“In Michael Hornung,” the lawsuit reads. “The Compass defendants located a person with a similarly low opinion of proprietary information and contractual responsibilities.”
Indeed, Howard Hanna portrays Hornung as a vessel of Compass’s Machiavellian ambitions.
“The business model of the Compass defendants revolves around stealing employees and trade secrets from competitors,” the lawsuit reads. Howard Hanna representatives said they cannot comment about pending litigation.
In an answer to the complaint, lawyers for Hornung and Compass admit that, well, Hornung really did email himself a profit and loss report, and sales information before leaving Howard Hanna.
But Hornung denied providing what he emailed to Compass. And he denied breaking laws in either emailing himself the reports or joining a Howard Hanna competitor. Also, Hornung filed a counterclaim alleging that Howard Hanna owes him north of $20,000 in unpaid salary and bonuses.
In addition to Hornung, Howard Hanna is individually suing Crouse and Leah George, both who jumped to Compass after six years each at Howard Hanna.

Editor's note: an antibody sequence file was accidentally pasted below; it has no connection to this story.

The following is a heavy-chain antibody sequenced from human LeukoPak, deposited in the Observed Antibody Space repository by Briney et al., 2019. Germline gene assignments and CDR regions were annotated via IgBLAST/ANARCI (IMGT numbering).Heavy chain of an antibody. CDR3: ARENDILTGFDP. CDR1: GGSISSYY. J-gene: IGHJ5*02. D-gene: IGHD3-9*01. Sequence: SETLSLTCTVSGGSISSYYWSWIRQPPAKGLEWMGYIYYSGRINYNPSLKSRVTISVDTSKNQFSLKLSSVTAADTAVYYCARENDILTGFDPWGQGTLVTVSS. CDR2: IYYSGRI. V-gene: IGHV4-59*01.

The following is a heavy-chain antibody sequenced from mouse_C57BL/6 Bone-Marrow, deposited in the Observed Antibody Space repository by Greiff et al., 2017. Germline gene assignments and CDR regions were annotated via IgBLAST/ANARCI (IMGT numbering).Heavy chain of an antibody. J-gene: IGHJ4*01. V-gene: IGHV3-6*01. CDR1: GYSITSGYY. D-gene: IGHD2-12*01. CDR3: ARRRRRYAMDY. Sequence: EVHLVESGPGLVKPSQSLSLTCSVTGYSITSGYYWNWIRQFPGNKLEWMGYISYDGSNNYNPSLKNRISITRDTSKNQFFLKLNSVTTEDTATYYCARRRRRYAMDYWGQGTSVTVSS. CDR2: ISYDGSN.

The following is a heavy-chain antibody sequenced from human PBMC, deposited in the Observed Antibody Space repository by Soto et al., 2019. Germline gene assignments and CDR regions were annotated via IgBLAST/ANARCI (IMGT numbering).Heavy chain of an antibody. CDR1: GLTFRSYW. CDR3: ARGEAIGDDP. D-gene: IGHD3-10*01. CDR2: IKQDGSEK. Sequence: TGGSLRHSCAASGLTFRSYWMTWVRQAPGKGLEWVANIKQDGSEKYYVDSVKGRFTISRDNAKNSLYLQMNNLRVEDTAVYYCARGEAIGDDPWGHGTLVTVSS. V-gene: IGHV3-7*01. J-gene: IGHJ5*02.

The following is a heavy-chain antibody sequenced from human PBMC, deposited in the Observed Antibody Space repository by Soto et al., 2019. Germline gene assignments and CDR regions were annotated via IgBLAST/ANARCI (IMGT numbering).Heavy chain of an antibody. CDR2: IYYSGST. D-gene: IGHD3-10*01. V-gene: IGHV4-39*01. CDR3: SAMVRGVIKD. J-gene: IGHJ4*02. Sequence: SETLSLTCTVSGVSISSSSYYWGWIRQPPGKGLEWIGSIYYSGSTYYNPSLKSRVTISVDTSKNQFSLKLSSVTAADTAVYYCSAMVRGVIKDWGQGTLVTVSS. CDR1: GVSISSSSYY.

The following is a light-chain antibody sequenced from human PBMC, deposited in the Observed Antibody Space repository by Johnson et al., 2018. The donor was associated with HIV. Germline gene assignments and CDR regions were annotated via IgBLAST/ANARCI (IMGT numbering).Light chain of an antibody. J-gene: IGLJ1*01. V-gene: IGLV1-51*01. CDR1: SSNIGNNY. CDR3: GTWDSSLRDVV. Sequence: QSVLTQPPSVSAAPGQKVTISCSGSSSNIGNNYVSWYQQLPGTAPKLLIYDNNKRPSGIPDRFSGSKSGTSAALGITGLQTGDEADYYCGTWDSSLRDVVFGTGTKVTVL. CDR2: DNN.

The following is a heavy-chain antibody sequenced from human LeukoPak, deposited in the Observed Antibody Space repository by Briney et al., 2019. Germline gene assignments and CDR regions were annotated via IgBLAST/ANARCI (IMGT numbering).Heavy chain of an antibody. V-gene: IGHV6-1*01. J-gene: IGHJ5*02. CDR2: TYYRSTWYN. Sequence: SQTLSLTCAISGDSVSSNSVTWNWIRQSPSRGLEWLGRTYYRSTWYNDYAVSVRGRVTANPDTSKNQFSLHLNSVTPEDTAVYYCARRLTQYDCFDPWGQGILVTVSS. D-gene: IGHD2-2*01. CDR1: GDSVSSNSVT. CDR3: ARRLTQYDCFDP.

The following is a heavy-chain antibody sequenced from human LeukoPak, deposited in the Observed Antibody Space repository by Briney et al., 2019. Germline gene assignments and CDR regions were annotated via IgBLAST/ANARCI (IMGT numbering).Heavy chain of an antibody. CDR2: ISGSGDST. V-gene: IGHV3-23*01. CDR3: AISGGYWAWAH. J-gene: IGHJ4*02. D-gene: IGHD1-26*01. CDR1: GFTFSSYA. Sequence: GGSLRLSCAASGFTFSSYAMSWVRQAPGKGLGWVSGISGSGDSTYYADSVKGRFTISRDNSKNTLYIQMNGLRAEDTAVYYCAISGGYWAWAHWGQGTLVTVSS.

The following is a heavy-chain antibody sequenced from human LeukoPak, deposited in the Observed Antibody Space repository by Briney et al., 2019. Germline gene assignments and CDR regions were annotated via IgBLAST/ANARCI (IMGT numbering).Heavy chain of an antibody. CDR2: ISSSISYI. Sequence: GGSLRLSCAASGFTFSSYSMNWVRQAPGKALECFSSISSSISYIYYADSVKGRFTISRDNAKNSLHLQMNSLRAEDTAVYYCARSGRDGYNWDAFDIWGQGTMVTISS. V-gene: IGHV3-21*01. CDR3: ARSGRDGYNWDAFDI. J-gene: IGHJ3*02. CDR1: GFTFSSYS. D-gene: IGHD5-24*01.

Crouse and George allegedly took home listings that belonged to Howard Hanna. It is residential real estate etiquette – and sometimes written in contracts and local trade group bylaws – that a brokerage, not an individual agent, technically holds a listing.
But Crouse has fired back. In a counterclaim, the agent stated she’s done eight deals since joining Compass that were kept under the Howard Hanna name, and that she has not received her cut from the sales.
“Based on Howard Hanna’s conduct to date,” reads the counterclaim, filed in April. “It remains unclear whether Howard Hanna intends to pay Crouse a commission for these properties.”